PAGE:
Here we go, this is it, the beginning.
As the farmer I always get a little nervous and tense just before each CSA season begins. It’s partly because I’m out of practice after a long summer and also because I’m eager to impress my members. By the time week one rolls around I’ve put in so much work getting the field ready, starting seeds and making sure crops are growing strong and healthy; it feels like all that work culminates in this first harvest.
And like most difficult things that make us nervous, once we accomplish it we feel high on life. Looking out at the field of greens we’ll be harvesting on Friday evening, deep down inside I feel really good about finally starting the CSA. We’re going to start off slow, with a few items, mostly fresh young greens, some radishes and Roselle for a touch of holiday spirit.
Baby Pac Choi
Watermelon Radishes with tops
Make a *Yin Yang salad with Pei Tsai and Arugula. Pei Tsai is technically a cabbage, but a very mild open head cabbage with velvety soft leaves, much like a butterhead lettuce. The peppery bite of this Arugula contrasts nicely with the Pei Tsai, creating a perfect salad base, good enough to eat alone with a simple vinaigrette of olive oil, lime, salt and pepper or accented with other ingredients such as avocado and tomato.
Try using our baby Pac Choi in this simple stirfry recipe on one of my favorite recipe blogs The Yellow House. They combine the greens with oyster mushrooms, which you might be lucky to find at the Urban Oasis Project booth after you pick up your shares Saturday morning.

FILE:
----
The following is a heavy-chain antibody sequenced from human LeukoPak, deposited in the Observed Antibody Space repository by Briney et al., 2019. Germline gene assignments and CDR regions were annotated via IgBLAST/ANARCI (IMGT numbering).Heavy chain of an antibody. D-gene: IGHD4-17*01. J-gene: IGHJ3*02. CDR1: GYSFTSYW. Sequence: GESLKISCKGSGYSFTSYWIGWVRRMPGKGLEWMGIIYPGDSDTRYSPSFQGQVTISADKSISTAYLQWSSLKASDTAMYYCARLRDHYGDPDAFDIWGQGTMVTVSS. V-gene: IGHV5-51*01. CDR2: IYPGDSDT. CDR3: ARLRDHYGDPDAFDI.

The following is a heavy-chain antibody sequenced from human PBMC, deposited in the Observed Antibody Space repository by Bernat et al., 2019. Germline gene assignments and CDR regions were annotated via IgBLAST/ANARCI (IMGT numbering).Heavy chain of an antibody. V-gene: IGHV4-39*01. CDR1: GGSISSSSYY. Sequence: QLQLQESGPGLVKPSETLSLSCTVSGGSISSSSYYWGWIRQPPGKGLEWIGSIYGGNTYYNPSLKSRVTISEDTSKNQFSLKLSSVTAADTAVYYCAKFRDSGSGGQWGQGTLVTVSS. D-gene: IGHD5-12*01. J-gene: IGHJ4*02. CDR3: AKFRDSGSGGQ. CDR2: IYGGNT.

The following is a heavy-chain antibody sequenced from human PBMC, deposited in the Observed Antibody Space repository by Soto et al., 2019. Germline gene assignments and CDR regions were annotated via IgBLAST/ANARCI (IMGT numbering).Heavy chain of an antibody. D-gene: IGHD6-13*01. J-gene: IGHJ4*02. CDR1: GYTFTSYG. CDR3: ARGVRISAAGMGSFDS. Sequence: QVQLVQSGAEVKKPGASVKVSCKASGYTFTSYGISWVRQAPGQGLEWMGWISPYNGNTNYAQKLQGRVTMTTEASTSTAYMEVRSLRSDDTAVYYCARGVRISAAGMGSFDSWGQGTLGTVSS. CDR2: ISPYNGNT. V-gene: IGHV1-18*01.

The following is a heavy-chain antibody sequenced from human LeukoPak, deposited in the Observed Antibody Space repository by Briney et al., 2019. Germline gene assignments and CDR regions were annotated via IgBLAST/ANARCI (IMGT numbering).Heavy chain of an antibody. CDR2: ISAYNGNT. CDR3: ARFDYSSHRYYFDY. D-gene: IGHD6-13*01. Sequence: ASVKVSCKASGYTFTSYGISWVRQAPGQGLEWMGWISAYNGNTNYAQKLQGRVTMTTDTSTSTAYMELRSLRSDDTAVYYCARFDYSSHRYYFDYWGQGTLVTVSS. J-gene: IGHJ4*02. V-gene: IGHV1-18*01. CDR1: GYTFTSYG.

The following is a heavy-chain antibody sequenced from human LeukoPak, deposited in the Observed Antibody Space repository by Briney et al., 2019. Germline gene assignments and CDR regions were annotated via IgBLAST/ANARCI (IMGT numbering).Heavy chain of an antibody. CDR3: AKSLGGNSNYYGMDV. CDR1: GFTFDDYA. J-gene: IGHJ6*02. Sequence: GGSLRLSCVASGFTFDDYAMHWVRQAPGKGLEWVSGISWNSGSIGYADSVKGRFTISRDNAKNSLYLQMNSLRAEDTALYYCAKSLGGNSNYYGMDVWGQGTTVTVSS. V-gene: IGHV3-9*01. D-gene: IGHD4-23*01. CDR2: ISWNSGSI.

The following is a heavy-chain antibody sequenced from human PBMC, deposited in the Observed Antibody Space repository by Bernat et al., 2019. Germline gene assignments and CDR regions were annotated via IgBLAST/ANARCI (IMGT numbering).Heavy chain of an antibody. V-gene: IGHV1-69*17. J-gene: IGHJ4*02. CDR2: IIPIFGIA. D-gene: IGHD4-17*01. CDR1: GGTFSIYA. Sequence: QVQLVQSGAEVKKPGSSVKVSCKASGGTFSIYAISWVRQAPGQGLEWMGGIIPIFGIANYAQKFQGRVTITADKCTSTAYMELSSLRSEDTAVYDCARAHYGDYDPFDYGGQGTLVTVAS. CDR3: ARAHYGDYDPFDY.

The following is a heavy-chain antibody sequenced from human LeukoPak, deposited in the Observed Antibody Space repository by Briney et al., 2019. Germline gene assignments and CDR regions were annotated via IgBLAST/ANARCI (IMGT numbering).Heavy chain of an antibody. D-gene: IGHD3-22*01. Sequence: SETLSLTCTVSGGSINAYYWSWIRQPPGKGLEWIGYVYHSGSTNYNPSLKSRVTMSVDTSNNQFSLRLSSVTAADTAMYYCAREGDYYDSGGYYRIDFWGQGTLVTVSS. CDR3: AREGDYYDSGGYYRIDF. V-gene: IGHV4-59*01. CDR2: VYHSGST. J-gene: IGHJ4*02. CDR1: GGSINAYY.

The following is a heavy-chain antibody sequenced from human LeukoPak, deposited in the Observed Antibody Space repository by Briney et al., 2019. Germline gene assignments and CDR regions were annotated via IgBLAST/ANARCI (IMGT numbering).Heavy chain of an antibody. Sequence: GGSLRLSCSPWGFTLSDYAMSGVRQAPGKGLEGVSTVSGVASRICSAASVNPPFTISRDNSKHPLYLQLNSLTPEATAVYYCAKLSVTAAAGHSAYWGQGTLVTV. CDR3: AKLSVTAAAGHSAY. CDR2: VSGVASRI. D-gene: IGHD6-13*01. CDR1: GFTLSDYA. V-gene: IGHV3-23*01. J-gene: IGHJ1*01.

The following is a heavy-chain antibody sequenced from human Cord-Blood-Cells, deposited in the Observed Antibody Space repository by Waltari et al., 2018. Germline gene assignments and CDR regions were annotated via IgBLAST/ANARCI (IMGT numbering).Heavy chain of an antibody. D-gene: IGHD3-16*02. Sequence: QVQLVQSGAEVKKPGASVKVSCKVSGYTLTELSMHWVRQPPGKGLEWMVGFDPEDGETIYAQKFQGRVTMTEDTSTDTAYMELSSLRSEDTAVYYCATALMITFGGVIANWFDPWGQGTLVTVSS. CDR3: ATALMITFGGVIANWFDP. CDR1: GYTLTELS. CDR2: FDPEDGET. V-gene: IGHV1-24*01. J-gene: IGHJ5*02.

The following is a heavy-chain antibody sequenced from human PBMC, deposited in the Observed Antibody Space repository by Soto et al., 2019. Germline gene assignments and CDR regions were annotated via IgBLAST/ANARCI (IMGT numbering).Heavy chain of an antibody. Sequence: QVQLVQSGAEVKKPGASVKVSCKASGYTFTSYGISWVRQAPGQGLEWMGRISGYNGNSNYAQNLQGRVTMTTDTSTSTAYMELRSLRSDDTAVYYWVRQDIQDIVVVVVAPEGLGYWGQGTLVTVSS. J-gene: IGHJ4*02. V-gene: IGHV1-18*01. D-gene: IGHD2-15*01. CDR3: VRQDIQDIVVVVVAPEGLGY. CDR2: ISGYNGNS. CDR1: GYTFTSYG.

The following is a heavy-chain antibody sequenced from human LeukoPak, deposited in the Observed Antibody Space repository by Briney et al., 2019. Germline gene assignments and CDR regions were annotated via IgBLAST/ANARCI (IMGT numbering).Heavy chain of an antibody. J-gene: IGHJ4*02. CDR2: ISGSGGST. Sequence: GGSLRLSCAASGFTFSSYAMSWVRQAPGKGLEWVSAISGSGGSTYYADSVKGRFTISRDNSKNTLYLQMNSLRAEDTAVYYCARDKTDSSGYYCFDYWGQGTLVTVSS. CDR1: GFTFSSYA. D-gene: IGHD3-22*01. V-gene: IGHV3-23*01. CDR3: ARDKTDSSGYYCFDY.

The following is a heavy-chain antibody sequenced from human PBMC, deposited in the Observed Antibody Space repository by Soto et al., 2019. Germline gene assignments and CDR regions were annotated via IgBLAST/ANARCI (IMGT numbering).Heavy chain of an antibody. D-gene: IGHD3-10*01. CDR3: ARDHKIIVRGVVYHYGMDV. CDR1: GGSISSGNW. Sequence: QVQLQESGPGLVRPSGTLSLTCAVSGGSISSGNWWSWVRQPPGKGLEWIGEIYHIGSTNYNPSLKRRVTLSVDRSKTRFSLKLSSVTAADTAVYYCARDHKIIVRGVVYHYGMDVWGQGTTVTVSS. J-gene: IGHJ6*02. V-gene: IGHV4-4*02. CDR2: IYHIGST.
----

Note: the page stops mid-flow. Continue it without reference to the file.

Brace yourselves, we’ll be eating lots of radishes this season and I’ve got endless ideas of ways to prepare them. Watermelon radishes are particularly nice. They are large, with a very firm crunch. Always store your radishes (and any root veggies) with the tops cut off, but definitely save those tops. This variety is called watermelon because the colors resembles that fruit. If you cut it like a melon (first cut in half then little diagonal slices) you’ll end up with adorable tiny “watermelon slices”. Freshly cut and raw, this radish is a fun pre-dinner snack. Sliced in rounds and seared on a skillet with butter it makes a good side dish. Now, after you sear the rounds use that same skillet to braise the tops. I like to turn the heat off after taking the radishes out and then throw in the chopped up greens to wilt with the remaining heat. Toss them a bit until evenly wilted and serve with a drizzle of good olive oil and a sprinkle of course sea salt. Try it, you’ll see, it’s the closest thing to spinach I’ve ever had from my garden.
That long stalk full of beautiful red pods is Roselle, aka Jamaican Sorrel, which refers not only to the plant, but more specifically to a drink that is made with the pods, typically during the holidays (coincidentally when this tropical beauty is in season). It is edible, but also decorative. Keep it in a vase until you’re ready to use it (without water though!). And when you are ready to use it, follow the steps in one of our old blog posts about Jamaican Sorrel.
*The Yin Yang salad was Margie’s idea, of Bee Heaven Farm. When I was an intern on her farm we used to plant these two crops together and market them as the Ying Yang salad for her CSA and the farmers markets. It’s a great idea!